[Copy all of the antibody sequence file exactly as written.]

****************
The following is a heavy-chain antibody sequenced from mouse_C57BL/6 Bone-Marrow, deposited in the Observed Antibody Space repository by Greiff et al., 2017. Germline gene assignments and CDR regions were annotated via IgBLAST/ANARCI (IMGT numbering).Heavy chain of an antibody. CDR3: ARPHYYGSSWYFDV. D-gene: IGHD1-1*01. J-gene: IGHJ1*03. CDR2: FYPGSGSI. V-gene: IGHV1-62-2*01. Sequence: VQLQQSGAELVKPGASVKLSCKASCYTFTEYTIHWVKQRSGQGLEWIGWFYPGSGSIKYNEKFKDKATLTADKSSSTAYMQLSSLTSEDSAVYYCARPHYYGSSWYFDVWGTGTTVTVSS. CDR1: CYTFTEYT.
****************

The following is a heavy-chain antibody sequenced from mouse_C57BL/6 Bone-Marrow, deposited in the Observed Antibody Space repository by Greiff et al., 2017. Germline gene assignments and CDR regions were annotated via IgBLAST/ANARCI (IMGT numbering).Heavy chain of an antibody. CDR3: ARPHYYGSSWYFDV. D-gene: IGHD1-1*01. J-gene: IGHJ1*03. CDR2: FYPGSGSI. V-gene: IGHV1-62-2*01. Sequence: VQLQQSGAELVKPGASVKLSCKASCYTFTEYTIHWVKQRSGQGLEWIGWFYPGSGSIKYNEKFKDKATLTADKSSSTAYMQLSSLTSEDSAVYYCARPHYYGSSWYFDVWGTGTTVTVSS. CDR1: CYTFTEYT.